By Robin Skibicki, Marketing Coordinator, NGVi
Oil carryover is a major concern for anyone owning, operating, servicing and/or maintaining natural gas vehicles (NGVs). Oil present in a natural gas powered vehicle can result in hard starting, rough idling, hesitation under acceleration, or stalling. The oil typically comes from oil used to lubricate the compressor(s) at a compressed natural gas (CNG) fueling station, and although a well-maintained station should have suitably sized and properly located filters to catch varying sizes of contaminants–oil may still manage to get through to the vehicle.
A typical heavy-duty NGV utilizes two or more coalescing filters. One is a high-pressure filter located upstream of the high-pressure regulator, and the other one (or two) are low-pressure filters placed downstream of the regulator. Each filter is designed to remove as much oil in liquid and aerosol form as possible.
NGVi contacted Dan Ryan, Engineering Manager of the Finite Airtek Filtration Division at Parker Hannifin Corporation, to gain insight into how these filters work, and presented some commonly asked questions NGVi trainers receive from vehicle technicians.
Q: Our trainers hear reports from truck fleet technicians saying there is no oil found in the high-pressure coalescing filter, but oil is found downstream in the low-pressure coalescing filter. The filters are drained and serviced regularly, yet oil contamination is still found in engine fuel system components. From your expertise and experience, what would help?
A: Two factors that influence coalescing (liquid and aerosol removal) efficiency are the velocity of the gas traveling through the element, and the grade of the filter element, hence the oil aerosols carried by the gas. The velocity of the gas traveling through the filter media is a function of several factors. First, the amount of fuel required by the engine affects gas velocity. Clearly, an engine at wide-open throttle uses much more gas than an engine at idle. Second, the pressure of the gas in the fuel system also has a big effect on the gas velocity.
When gas is compressed to a high pressure, the gas molecules are packed closer together. The actual flow rate through the filter when the system pressure is 3,600 psi is much lower than the actual flow rate of the gas through the filter at 250 psi system pressure for any given throttle position. If we do the math, the flow rate at 3,600 psi is 0.07 times the flow rate at 250 psi. If we include the pressure variation with the difference between the flow rate at idle versus the flow rate at wide-open throttle, we are asking the coalescing filter to operate over a wide range of flow conditions and the the ability of the filter element to remove liquid aerosols can drop off dramatically.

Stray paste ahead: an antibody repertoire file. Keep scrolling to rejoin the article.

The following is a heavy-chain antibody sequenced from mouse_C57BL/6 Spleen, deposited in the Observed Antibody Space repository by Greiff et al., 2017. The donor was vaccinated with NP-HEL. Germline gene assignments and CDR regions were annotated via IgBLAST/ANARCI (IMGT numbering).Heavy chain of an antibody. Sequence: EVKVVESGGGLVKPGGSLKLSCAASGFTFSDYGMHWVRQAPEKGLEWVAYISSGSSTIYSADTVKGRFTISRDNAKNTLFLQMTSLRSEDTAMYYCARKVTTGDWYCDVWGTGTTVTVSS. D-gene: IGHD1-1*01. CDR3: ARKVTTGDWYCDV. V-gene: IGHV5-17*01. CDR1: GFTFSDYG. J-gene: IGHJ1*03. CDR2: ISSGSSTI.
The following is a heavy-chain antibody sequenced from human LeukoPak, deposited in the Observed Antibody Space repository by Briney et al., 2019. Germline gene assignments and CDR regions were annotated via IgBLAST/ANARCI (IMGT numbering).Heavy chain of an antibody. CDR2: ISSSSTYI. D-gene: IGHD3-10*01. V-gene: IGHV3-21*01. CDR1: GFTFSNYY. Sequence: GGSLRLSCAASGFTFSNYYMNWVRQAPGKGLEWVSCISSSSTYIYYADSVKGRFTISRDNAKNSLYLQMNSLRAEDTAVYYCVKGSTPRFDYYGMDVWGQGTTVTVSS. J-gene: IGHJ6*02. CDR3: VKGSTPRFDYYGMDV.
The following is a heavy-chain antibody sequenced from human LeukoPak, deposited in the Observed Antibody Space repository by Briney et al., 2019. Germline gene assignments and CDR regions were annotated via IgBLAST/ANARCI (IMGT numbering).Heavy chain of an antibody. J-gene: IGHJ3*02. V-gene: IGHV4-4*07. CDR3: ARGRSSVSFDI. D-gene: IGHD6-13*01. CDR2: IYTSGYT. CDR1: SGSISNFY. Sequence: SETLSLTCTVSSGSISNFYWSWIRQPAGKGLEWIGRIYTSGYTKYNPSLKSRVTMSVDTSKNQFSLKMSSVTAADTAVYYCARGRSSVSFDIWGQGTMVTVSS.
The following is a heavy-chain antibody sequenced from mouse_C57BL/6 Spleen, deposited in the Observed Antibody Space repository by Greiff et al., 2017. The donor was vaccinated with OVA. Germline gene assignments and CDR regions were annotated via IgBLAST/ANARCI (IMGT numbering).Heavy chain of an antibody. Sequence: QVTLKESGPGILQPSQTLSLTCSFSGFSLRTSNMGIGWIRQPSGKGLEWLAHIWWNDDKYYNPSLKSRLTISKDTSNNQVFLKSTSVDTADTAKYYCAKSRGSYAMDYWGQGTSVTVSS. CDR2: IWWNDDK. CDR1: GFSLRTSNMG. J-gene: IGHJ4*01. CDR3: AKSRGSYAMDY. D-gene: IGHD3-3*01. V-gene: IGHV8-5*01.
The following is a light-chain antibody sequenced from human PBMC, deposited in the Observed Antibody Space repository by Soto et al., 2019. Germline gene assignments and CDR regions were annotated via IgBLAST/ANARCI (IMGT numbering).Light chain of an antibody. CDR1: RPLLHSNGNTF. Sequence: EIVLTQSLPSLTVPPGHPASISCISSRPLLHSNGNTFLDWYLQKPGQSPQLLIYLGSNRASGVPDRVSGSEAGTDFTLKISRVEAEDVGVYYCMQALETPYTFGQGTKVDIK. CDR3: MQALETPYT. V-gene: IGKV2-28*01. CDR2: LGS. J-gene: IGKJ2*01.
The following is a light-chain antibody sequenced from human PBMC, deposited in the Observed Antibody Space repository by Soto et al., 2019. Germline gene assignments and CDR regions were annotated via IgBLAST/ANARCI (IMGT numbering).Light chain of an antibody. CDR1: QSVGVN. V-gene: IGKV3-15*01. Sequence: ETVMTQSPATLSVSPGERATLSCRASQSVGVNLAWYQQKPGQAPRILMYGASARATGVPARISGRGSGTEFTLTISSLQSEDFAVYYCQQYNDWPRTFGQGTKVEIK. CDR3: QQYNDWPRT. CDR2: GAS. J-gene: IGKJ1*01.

The simplest solution to improve coalescing efficiency on the high-pressure side of the regulator is to make sure that the highest efficiency filter element is mounted in the housing. For most CNG applications, that means a Finite® Grade 6 filter element. The Grade 6 element is rated 99.97% efficient at removing liquid and aerosols, versus the 95% rating of the Grade 10 filter element. That is a significant improvement, meaning that the Grade 6 element is about 170 times more efficient than the Grade 10 element. The tighter Grade 6 element does not lose as much filtration efficiency in low flow rate conditions as the Grade 10 filter element.
Finally, in many applications, the low-pressure filter element can be changed to a Finite Grade 6 to improve coalescing efficiency of the filter on the downstream side of the regulator. We recommend that fleet maintenance technicians check with the engine manufacturers to make sure that the small additional differential pressure (about 2-3 additional psi of pressure drop across a Grade 6 versus a Grade 10 element) caused by the tighter Grade 6 element won’t affect engine tuning or performance.
Q: Can you explain the different types and Finite grades of media inside Parker filters?